delivered the opinion of the Court:
This record presents the question, whether the building erected upon the lot, which was soldmnder the mortgage, was permanent and fixed in its character, and formed a part of, and passed with, the ground when it was sold; or, was it temporary, and so far detached as not to form a part of the realty ? It was placed on the lot several months after the mortgage was given, by the mortgagor and his partner, in the house joiner business. It was placed on the lot by the firm for the use of their business. It seems to have been made of rough materials, slightly built, placed upon blocks resting on-boards laid on the surface of the ground. It was not placed on a stone or brick foundation, and in no manner let into the ground; and from the evidence, it would seem to be manifest, that it was not intended to be permanent in its character, or to have been placed there as an improvement of the lot, but simply to answer the convenience of the partnership.
It seems that it was not constructed with the funds of the ■mortgagor, but with labor, material and means of the firm ; and if it did not become a part of the real estate, 'it was a chattel owned by the partnership. Had the building been of a permanent character, or had it been placed there with the intention of permanently remaining, then it could not be severed without the consent of the mortgagee. Or had it been placed on the lot by the mortgagor, with his own means, it might have presented a different question. But from the character of the structure, and the purpose for which it was employed, it would seem that it was not designed for any other than a temporary use, and to be removed hum the lot when the object of its erection was accomplished.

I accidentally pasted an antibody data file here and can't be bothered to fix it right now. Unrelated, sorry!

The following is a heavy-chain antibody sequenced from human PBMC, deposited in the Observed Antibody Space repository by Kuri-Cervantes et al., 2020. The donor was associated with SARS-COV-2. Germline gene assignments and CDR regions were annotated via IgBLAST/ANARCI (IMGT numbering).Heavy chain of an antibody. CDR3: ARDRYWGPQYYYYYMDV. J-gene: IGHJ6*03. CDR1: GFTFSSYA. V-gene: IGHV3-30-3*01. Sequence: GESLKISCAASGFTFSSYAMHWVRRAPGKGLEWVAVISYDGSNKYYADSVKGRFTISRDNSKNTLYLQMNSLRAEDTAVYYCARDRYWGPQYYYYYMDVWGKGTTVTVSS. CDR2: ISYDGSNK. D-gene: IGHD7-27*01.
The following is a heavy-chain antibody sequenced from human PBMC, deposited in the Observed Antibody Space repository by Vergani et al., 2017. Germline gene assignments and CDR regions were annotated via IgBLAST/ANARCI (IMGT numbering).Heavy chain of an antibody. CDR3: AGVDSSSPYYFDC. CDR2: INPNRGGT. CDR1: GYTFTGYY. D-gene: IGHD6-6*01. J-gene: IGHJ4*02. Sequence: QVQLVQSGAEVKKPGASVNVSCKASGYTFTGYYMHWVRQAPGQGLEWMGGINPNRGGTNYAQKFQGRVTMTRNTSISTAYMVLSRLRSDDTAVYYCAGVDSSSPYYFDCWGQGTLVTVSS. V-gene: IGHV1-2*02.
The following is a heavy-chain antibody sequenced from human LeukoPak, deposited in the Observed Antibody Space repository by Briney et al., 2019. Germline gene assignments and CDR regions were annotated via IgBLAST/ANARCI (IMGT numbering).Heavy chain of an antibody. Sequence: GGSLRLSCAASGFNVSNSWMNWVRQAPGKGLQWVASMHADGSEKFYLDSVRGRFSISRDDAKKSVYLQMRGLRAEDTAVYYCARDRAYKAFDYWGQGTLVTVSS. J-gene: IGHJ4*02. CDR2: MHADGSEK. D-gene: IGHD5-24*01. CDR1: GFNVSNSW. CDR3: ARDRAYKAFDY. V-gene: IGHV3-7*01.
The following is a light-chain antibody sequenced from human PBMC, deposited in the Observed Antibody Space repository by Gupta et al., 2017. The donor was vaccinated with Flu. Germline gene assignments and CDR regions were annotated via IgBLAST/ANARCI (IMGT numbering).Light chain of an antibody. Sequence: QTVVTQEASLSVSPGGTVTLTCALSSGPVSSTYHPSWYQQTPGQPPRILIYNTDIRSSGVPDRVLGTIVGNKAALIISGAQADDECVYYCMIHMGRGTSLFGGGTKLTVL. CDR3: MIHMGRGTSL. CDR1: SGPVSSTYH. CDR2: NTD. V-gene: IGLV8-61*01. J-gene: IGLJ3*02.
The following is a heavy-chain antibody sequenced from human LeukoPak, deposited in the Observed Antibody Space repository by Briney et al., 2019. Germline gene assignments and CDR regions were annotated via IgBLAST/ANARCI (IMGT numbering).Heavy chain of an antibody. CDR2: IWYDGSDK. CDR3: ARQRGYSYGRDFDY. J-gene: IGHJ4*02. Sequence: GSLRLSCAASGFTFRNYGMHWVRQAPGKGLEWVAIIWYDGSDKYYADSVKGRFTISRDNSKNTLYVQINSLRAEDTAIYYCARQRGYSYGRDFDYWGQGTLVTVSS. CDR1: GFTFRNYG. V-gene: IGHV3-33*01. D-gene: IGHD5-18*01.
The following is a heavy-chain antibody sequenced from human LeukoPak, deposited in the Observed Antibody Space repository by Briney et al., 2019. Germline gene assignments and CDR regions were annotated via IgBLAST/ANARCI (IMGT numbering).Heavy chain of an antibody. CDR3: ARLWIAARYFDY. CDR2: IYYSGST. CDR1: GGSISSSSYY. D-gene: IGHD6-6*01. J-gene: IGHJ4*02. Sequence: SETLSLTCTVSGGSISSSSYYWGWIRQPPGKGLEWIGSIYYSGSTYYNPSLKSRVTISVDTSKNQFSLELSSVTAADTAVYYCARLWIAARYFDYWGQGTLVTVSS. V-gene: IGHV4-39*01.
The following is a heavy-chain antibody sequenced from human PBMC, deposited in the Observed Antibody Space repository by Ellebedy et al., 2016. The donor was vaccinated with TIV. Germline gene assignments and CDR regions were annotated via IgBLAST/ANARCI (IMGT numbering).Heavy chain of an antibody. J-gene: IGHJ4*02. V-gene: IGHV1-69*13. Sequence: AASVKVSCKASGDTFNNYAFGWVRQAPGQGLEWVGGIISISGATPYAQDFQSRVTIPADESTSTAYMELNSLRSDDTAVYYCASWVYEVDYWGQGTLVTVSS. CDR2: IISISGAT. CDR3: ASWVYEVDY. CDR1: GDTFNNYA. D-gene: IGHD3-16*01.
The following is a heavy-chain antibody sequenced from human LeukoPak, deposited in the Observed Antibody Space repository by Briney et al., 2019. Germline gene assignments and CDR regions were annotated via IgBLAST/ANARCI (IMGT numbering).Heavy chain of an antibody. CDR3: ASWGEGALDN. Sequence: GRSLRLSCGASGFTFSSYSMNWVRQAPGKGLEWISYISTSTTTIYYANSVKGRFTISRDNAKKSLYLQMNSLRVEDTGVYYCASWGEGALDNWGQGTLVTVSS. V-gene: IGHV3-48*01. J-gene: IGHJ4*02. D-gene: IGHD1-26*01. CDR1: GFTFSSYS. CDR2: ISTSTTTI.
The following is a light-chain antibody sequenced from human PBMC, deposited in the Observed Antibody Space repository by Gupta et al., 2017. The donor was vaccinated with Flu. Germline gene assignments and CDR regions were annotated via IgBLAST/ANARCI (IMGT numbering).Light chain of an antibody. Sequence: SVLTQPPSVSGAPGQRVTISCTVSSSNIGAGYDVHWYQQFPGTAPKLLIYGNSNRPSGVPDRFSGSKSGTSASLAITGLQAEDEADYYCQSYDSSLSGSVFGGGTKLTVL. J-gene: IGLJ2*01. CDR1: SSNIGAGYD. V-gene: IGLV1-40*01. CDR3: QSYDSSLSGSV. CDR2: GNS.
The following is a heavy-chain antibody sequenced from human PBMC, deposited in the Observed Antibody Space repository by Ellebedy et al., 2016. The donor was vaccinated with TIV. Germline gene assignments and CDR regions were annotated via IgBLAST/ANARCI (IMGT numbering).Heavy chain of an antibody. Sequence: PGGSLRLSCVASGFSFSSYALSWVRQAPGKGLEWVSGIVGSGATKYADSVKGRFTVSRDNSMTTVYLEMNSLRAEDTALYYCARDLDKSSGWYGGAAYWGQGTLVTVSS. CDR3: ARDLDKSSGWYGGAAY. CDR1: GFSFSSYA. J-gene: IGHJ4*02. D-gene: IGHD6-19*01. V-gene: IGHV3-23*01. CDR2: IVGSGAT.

While the intention alone 'will not always determine whether such structures are real or personal estate, it will *159have a controling influence in cases of doubt. Here, the property .of a stranger to the mortgage, to the extent it belonged to the partner of the mortgagor, was placed on this lot. And no one could claim that he could have intended it to become fixed, and a part of the real estate, especially when we see the apparent effort and care observed, that it should not become attached even so slightly as by the blocks upon which it rested sinking into the soil. That seems even to have been guarded against,' so that there could be no claim that it had become attached, and formed a part of the realty.
Even a mortgagor may make temporary erections, if they are not attached to the freehold, and remove them, before the mortgage is foreclosed, if he does not depreciate the value of the security, as it existed when the mortgage was given. In such a case, a court of equity would not interfere to restrain its removal; much less to prevent 'the removal of such an erection, when placed there by a tliird party. In this case, the mortgagee has no claim, legal or equitable, to the money or labor of Kelly, expended in building this house. Nor does it appear that its removal would not still leave more property obtained under the foreclosure of the mortgage, than is amply sufficient to pay the mortgage debt. But if there was not, the mortgagee gets all that was covered by his mortgage, and Kelly is under no moral or legal obligation to make it good.
The law has always been liberal in the promotion of trade, by allowing the lessee to remove trade fixtures, which, as between executor and heir, and vendor and vendee, would be held to constitute a part of the realty. Hence, the law in such cases considers the intention with which they were placed on the land. If erected for the purposes of trade, and not permanently attached to the soil, they might be removed during the term. In this case, the evidence shows that this building was erected to be used as a shop, wherein the business of a firm of house-joiners, manufactured or prepared *160materials for buildings; and being temporary in its character, and not permanently fixed to the soil, and Kelly being the owner of an undivided half, we have no doubt, that it might be removed against the wishes of the mortgagee. It is the same as if the mortgagor had licensed a stranger to place it there, with the right of removal. It then follows that the court below erred in rendering a decree restraining its removal. The decree is reversed and the cause remanded.